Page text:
The penultimate issue of this miniseries gives Ripley and Carol their newest rematch—before things take an unexpected return. Other than one line of dialogue that feels out of character for Carol, this issue is a delight in a lot of ways. The action is fun and beautifully-rendered, and the extra details of Ripley's past are emotional and well-executed. It's unclear what the future holds for Star once this miniseries comes to a close, but it's proving to be a largely-enjoyable ride for Marvel fans. -- Jenna Anderson


Following in the tradition of miniseries like Tales from Vader's Castle, Star Wars Adventures: The Clone Wars - Battle Tales offers readers wraparound story each issue focusing on Obi-Wan Kenobi, Anakin Skywalker, and Plo Koon which allows the narrative to jump backwards in time to explore a self-contained storyline. The wraparound story sets the stage for upcoming adventures, while the flashback story sees Anakin leading a group of clone troopers on a mission that puts them collision course with a monstrous beast, forcing them all to rely on each other in hopes of defeating their foe. This issue delivers the family-friendly action you'd expect from Star Wars Adventures, focusing on delivering an exciting story more than an emphasis on a moral lesson, yet those themes are still clearly demonstrated in hopes of inspiring young readers. Fans of the Clone Wars era will surely be delighted at the lighthearted adventures of beloved heroes, while also making a good introduction to younger fans who want to jump into the world of Star Wars comics. -- Patrick Cavanaugh


A key element of Jimmy Olsen's appeal is how he seems to occupy a different plane than every character around him. Sprawling conspiracies, alien invasions, and assassination plots are transformed into shenanigans by his mere presence, often to the chagrin of everyone involved. Reading Jimmy's friends and family curse his involvement in their lives and how he dispatches one of the greatest threats in this issue centers Jimmy's bizarre nature—and every moment of it is a delight. It's this approach that transforms Jimmy from a good excuse for talented creators, like Fraction and Lieber, to riff into an exploration of genre and story. Even after nine issues, each new introduction is exciting, especially when the copy becomes exasperated. As characters collide and the end approaches, it's impossible to anticipate what comes next, but the final few pages of Jimmy Olsen #10 promise it will remain a laugh riot. -- Chase Magnett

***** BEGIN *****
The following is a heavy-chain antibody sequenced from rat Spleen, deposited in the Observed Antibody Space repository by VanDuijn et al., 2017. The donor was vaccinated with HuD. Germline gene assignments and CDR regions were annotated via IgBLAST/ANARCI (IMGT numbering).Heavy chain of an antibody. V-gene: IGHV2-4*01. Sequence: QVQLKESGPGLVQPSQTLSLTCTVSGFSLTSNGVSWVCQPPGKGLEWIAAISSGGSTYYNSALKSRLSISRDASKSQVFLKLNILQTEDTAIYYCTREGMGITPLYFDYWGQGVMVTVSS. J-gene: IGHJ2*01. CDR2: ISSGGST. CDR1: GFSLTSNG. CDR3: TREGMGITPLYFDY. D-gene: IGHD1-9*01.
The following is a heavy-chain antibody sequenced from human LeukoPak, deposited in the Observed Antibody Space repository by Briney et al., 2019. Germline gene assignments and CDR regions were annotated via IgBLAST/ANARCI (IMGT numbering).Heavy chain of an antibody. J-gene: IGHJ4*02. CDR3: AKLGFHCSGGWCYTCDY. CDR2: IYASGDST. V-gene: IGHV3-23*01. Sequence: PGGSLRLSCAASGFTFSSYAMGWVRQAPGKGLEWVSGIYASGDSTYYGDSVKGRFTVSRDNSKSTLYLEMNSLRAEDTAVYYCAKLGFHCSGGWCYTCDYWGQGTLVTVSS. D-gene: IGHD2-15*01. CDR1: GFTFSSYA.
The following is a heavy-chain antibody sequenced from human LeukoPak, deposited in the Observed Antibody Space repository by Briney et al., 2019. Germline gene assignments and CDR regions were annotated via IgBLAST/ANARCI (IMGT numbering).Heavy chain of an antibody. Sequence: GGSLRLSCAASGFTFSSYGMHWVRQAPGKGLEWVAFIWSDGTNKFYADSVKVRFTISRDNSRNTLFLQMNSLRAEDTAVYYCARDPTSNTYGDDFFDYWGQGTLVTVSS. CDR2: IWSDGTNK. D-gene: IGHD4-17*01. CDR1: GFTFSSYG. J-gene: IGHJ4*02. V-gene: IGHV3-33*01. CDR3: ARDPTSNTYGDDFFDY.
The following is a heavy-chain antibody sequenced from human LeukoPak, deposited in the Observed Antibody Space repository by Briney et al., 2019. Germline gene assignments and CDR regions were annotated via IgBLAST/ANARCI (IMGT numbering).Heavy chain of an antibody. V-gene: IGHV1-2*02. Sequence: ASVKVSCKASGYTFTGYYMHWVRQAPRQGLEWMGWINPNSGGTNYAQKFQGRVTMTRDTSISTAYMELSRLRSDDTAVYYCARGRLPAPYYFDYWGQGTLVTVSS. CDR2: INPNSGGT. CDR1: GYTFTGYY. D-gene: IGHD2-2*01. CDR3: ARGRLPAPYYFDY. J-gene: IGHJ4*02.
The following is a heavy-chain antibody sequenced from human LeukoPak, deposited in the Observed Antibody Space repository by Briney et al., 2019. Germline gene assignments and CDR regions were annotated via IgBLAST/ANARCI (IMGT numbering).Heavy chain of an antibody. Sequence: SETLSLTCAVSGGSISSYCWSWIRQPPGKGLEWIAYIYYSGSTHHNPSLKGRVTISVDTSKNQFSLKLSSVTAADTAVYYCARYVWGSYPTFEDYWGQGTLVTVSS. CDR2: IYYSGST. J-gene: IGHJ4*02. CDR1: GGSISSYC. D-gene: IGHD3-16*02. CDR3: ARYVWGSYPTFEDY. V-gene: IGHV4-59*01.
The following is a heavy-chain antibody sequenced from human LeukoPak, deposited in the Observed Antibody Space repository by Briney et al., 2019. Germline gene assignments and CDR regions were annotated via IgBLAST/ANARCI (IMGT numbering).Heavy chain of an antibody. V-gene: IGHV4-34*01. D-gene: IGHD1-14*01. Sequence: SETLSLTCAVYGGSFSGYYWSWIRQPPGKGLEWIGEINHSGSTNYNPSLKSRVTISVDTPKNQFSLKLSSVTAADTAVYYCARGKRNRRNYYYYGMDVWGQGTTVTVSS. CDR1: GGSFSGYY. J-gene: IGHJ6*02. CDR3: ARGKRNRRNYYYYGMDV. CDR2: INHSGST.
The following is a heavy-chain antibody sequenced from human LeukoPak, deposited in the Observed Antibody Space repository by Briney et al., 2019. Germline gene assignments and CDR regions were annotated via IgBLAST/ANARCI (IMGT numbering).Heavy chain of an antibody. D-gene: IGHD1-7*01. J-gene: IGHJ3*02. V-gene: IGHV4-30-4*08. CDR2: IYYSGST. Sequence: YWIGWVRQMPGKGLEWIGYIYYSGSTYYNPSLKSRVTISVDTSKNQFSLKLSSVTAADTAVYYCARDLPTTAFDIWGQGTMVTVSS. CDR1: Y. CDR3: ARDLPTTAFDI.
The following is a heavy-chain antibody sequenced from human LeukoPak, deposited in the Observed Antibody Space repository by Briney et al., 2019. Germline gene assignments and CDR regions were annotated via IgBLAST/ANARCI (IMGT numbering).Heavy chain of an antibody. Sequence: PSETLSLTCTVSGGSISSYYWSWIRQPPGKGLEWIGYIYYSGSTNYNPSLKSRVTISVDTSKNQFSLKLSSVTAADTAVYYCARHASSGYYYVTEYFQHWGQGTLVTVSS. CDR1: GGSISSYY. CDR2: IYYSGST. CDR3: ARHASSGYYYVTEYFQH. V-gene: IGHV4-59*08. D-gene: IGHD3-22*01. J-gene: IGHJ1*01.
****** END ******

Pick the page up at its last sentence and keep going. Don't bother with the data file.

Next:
As things go, Wonder Woman #755 is an okay issue. Building on Steve Orlando's previous issues, this latest installment serves as a solid introduction to "The Four Horsewomen" arc, drawing in Donna Troy and expanding on the motivations of Warmaster. Unfortunately, even for the story being solid it just feels like there's something missing. The lead up to this issue has dragged, something that takes a great deal of the punch out of things. There's also the idea of how the issue frames Wonder Woman's act of mercy as one of dishonesty. Pair it with Jesus Merino's at that is a bit uneven—it's good in certain action sequences, but just messy in others—and you get a book that's just okay, but has potential to do something more as the story continues next issue. -- Nicole Drum


Youth #2 is a big departure from the incredible first issue of the series, but it's not a bad departure. Picking up from the catastrophic events of the first issue, while Youth #2 doesn't spend much time getting into details, it moves the story forward quickly. We discover a bit more about the sudden powers our central characters have suddenly developed and we're introduced to the idea that the event that granted them those powers is going to be a major hurdle—thanks to a "Bootleg Nick Fury". There's not a lot to work with in the issue, but if you consider Youth a larger story, this brief little chapter works well to push things to the next development. In a nutshell? Youth #2 is a little light and a little lacking, but it serves the overall thrust of the larger, meatier story well. -- Nicole Drum